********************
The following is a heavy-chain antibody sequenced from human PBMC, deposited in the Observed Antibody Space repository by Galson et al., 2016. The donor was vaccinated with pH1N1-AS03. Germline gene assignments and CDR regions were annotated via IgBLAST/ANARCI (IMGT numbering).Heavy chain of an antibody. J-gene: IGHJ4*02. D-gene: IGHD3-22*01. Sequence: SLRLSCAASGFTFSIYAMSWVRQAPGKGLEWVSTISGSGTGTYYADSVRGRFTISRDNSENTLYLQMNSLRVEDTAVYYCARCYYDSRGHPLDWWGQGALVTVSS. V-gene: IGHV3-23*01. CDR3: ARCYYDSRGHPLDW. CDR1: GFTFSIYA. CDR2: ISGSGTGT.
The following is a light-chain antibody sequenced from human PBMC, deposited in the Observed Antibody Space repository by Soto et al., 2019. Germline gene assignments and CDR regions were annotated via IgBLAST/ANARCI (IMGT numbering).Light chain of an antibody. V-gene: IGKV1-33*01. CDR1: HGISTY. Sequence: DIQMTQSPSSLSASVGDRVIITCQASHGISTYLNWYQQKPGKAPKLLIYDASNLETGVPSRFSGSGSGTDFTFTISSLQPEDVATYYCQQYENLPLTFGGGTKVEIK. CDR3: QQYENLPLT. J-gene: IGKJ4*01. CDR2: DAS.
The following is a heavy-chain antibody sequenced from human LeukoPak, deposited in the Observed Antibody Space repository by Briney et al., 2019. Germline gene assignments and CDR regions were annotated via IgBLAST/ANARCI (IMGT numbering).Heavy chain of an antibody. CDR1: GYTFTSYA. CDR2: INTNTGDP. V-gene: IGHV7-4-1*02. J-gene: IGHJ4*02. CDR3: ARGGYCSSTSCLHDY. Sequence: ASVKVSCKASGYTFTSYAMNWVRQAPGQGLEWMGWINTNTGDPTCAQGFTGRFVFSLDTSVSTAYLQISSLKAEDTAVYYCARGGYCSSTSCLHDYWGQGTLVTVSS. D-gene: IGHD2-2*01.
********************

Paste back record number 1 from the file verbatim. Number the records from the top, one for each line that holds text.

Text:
The following is a heavy-chain antibody sequenced from human PBMC, deposited in the Observed Antibody Space repository by Galson et al., 2016. The donor was vaccinated with pH1N1-AS03. Germline gene assignments and CDR regions were annotated via IgBLAST/ANARCI (IMGT numbering).Heavy chain of an antibody. J-gene: IGHJ4*02. D-gene: IGHD3-22*01. Sequence: SLRLSCAASGFTFSIYAMSWVRQAPGKGLEWVSTISGSGTGTYYADSVRGRFTISRDNSENTLYLQMNSLRVEDTAVYYCARCYYDSRGHPLDWWGQGALVTVSS. V-gene: IGHV3-23*01. CDR3: ARCYYDSRGHPLDW. CDR1: GFTFSIYA. CDR2: ISGSGTGT.